Feed additives

Background

Zinc and copper oxides: The best combination

It is difficult to find molecules which are more popular than zinc and copper in pig production. Zinc oxide, named ‘vitamin Z’ by veterinarians, has strongly established anti-diarrhoea effects after weaning. A potentiated form of zinc oxide and a new source of copper are now available for the optimal supply of these nutrients which are essential for the animal and for the gut.
Photo: Dreamstime
Photo: Dreamstime

It has been decades since the pharmacological dosage of zinc oxide, 20 times more than physiological requirements, has been routinely added to piglet feeds after weaning. Field experience proved the beneficial effects on diarrhoea, and scientific meta-analysis confirmed improvement of feed intake and animal growth. However, the downsides are known too: excess usage due to too high supplementation duration or level, nutritional interactions, risks of contaminants, risk of accumulation in the environment, risk of increased microbial resistance. In some areas like the European Union, such practices have been regulated through veterinary prescription of medicated feeds. Permanent usage of high dosed ZnO in piglet feeds is more and more restricted. This is why feed manufacturers have looked for more sustainable practices, either with other zinc sources, or with improved forms of zinc oxide. Different zinc compounds, like sulphate and chelated sources, have been tested in the 2000’s, without convincing results. Coated forms of zinc oxide failed to achieve the same results as high dosed ZnO. As encapsulation only releases ZnO in the small intestine, it can not act as early as in the stomach (Figure 1).

Figure 1 – Effect of ZnO on bacterial populations in the stomach and ileum of weaned piglets.

Only zinc oxide works, but there is a wide heterogeneity of feed grade zinc oxides used by pig producers or feed manufacturers. Feed safety and animal health may be degraded by contaminants (heavy metals, dioxins, etc). Some products may have a very high concentration in iron, thus leading to possible counteraction on E. coli populations. Differences in physio-chemical features will affect dissolution kinetics of ZnO in the gastrointestinal tract, which will impact the beneficial effect on intestinal health and the bioavailability at absorption sites. From more than 40 samples of feed grade ZnO collected worldwide, a potentiated form of zinc oxide (HiZox) showed significant differences with other products (Figure 2). This explains how the product, when supplied at low dosages, can improve intestinal health through reduction of pathogenic bacteria and improvement of gut integrity, as recently shown by Ghent University in Belgium (J. Anim. Physiol. Anim. Nutr., 2018 ;1-11).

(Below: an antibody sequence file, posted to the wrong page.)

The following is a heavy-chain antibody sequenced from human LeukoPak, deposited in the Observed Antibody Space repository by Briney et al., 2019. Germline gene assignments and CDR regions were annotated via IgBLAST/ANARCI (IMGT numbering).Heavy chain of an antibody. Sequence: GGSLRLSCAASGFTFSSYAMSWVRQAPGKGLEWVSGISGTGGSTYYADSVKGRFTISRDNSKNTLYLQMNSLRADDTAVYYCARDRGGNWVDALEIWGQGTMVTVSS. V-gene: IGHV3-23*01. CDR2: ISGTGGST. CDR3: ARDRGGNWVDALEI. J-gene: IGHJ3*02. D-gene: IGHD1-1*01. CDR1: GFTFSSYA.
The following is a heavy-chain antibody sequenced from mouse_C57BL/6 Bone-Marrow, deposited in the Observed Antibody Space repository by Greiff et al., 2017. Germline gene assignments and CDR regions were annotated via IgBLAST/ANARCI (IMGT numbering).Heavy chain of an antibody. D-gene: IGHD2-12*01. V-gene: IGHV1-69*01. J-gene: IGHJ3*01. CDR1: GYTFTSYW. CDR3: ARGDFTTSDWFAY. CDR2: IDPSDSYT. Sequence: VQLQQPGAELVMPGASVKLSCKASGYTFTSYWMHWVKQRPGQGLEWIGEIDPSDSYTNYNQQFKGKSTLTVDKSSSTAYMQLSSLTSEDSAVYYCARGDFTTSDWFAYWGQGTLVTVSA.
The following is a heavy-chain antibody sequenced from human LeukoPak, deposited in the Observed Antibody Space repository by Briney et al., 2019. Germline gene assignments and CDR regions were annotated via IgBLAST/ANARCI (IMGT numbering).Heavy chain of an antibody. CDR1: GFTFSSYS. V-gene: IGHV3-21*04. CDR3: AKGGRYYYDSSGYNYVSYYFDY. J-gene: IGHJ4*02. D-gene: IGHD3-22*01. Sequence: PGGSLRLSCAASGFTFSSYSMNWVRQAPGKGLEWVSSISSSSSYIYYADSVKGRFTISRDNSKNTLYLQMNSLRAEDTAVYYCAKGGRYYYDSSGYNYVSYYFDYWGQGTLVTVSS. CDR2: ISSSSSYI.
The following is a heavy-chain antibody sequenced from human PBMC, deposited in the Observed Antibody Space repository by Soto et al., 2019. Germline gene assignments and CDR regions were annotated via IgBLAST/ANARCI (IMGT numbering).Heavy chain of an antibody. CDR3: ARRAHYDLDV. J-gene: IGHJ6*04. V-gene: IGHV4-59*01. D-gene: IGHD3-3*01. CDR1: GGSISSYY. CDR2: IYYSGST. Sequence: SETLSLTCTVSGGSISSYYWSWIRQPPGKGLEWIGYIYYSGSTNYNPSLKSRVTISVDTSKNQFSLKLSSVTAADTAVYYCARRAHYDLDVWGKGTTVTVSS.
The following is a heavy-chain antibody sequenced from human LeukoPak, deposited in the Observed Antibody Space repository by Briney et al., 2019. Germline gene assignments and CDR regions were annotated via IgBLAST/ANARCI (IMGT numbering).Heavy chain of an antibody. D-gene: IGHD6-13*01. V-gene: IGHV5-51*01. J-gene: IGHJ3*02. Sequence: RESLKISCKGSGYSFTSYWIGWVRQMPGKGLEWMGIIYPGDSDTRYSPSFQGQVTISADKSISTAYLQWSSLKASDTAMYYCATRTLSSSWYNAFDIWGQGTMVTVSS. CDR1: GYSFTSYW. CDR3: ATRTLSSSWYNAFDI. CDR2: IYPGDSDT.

Figure 2 – Principal component analysis of zinc oxide sources.

Copper oxide: Same properties as zinc oxide

Copper compounds face the same challenge as zinc when feeding livestock and poultry: their biosolubility is required in typical conditions of the digestive tract of animals. Even if the gastric pH of the weaned piglet is not so acidic due to the immature digestive system and buffer capacity of the feed. When solubility is too high, copper ions are liberated too fast, thus binding to antagonistic factors in the upper part of the gastrointestinal tract. On the other hand, some copper compounds will be insufficiently dissociated, as is the case with copper(II) oxide. This black coloured copper oxide is not utilised in animal nutrition because of very poor bioavailability. Copper(I) oxide is another chemical form: it is the monovalent state of copper oxide, recently authorised in the European Union. CoRouge is a highly concentrated (75% Cu) source of copper(I) oxide, in a non hygroscopic, free-flowing and dust-free powder form. With high antibacterial activity due to the monovalent state of copper, the product improves the gut health of monogastric animals. This has been shown in an experiment at Wageningen University, the Netherlands, involving 600 piglets. 2 sources (copper sulphate; CoRouge) at 3 dosages (15 ppm; 80 ppm ; 160 ppm) were tested for 5 weeks after weaning. Effects on animal growth, intestinal microbiota and mineral metabolism were measured. There was a significant improvement of weight gain from increased Cu supplementation levels. The highest difference in BW at 35 days was 3.6kg, comparing 160 ppm from the copper(I) oxide solution to 15 ppm from copper sulphate. The improved growth performance from CoRouge could be explained by modification of intestinal populations profile. Treatments affected Lactobacillaceae and Streptococcaceae which were the most abundant in ileum and colon. There was a source effect when focusing on intestinal E. coli populations (Figure 3).

Figure 3 – Relative abundance of intestinal E.coli.

Toolbox of digestive security

Zinc and copper supplementation in pig feeds are highly popular worldwide because they perform well and are cost effective. Eliminating pharmacological dosages of zinc oxide from piglet diets may be more challenging for diarrhoea control than banning some antibiotics. It will be highly difficult for any dietary intervention or feed additive supplementation to achieve the same level of growth improvement as with copper. As mineral tools in the toolbox of digestive security, zinc oxide and copper(I) oxide can offer the best combination. As dosages decrease due to regulatory constraints, nutritionists look for well identified trace mineral sources which offer the best guarantees of safety, and most robust proofs for optimal performance on intestinal health and bioavailability. HiZox and CoRouge deliver this.

Author: Denise Cardoso and Stéphane Durosoy, Animine